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First Edition 1909. Reprinted 1909, 1912.

NOTE.

THIS

'HIS volume is partly a recast of the earlier

editions of this poem in the “Pitt Press Series," and I desire to repeat my acknowledgment of indebtedness to other Editors.

I have also the pleasure to thank the General Editor of the series for many valuable suggestions.

A. W. V.

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INTRODUCTION.

LIFE OF MILTON.

the poet's

MILTON's life falls into three clearly defined divisions. The first period ends with the poet's return

The three from Italy in 1639; the second at the periods in

Milton's life. Restoration in 1660, when release from the fetters of politics enabled him to remind the world that he was a great poet, if not a great controversialist; the third is brought to a close with his death in 1674. The poems given in the present volume date from the first of these periods ; but we propose to summarise briefly the main events of all three.

John Milton was born on December 9, 1608, in London. He came, in his own words, ex

Born 1608; genere honesto. A family of Miltons had

father. been settled in Oxfordshire since the reign of Elizabeth. The poet's father had been educated at an Oxford school, possibly as a chorister in one of the College choir-schools, and imbibing Anglican sympathies had conformed to the Established Church. For this he was disinherited by his father, a Roman Catholic. He settled in London, as a scrivener. A scrivener combined the occupations of lawyer and law-stationer. It appears to have been a lucrative calling ; certainly John Milton (the poet was named after the father) attained to easy circumstances. He married about 1600, and had six children, of whom several died young. The third child was the poet.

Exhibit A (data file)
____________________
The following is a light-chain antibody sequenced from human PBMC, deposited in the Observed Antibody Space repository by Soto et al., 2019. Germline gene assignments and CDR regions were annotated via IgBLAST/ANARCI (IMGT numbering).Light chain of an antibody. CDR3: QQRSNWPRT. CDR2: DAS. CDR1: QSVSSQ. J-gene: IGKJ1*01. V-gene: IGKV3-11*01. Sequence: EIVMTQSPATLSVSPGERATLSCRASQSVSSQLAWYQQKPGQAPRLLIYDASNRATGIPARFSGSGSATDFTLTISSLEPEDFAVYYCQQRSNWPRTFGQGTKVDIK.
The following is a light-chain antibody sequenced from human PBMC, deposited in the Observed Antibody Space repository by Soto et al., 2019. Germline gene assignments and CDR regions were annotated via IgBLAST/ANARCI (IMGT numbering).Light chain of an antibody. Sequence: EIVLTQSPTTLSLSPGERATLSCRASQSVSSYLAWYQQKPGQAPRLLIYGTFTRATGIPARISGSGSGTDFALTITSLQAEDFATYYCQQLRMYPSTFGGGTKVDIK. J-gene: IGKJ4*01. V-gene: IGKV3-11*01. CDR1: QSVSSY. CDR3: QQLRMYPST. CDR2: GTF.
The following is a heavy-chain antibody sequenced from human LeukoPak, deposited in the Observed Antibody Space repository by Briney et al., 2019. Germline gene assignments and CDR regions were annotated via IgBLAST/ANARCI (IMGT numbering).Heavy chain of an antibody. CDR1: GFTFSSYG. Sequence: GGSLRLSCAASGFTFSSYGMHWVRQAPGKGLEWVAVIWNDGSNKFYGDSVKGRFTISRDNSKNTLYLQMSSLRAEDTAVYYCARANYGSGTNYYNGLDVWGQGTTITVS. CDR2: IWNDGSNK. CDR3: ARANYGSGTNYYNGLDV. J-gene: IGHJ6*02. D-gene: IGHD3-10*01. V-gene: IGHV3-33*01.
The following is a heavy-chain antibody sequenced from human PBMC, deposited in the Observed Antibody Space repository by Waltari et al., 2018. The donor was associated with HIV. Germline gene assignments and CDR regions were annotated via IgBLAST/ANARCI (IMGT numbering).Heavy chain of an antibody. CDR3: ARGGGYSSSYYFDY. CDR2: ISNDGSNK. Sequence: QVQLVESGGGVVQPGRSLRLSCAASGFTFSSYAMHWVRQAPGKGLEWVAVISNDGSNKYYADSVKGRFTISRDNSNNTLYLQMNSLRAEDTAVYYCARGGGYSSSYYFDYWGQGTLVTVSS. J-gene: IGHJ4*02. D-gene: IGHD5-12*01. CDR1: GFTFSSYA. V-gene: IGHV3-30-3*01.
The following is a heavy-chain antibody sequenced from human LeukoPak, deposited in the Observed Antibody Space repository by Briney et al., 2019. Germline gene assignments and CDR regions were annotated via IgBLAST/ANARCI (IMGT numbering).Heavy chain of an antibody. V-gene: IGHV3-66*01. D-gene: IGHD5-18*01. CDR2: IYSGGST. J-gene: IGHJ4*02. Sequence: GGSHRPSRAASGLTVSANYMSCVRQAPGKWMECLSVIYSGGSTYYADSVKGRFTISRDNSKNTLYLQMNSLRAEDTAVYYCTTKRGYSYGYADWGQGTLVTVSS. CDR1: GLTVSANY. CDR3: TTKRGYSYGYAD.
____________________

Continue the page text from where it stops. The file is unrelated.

The elder Milton was evidently a man of considerable culture, in particular an accomplished musician, and a composer whose madrigals were deemed worthy of being

printed side by side with those of Byrd, Orlando Gibbons and other leading musicians of the time. To him, no doubt, the poet owed the love of music of which we see frequent indications in the poems. Realising, too, that in his son lay the promise and possibility of future greatness, John Milton took the utmost pains to have the boy adequately educated; and the lines Ad Patrem show that the ties of affection between father and child were of more than ordinary closeness.

Milton was sent to St Paul's School about the year Early

1620. Here two influences, apart from those Training of ordinary school-life, may have affected him particularly. The headmaster was a good English scholar; he published a grammar containing many extracts from English poets, notably Spenser; it is reasonable to assume that he had not a little to do with the encouragement and guidance of Milton's early taste for English poetry. Also, the founder of St Paul's School, Colet, had prescribed as part of the school-course the study of certain early Christian writers, whose influence is said to be directly traceable in Milton's poems and may in some cases have suggested his choice of sacred themes. While at St Paul's, Milton also had a tutor at home, Thomas Young, a Scotchman, afterwards an eminent Puritan divine—the inspirer, doubtless, of much of his pupils Puritan sympathies. And Milton enjoyed the signal advantage of growing up in the stimulating atmosphere of cultured home-life. Most men do not realise that the word 'culture' signifies anything very definite or desirable before they pass to the University ; for Milton, however, home-life meant, from the first, not only broad interests and refinement, but active encouragement towards literature and study. In 1625 he left St Paul's. Of his extant English poems only one, On the Death of a Fair Infant, dates from his school-days; but we are told that he had written much verse, English and Latin. And his early training had done that which was all-important: it had laid the

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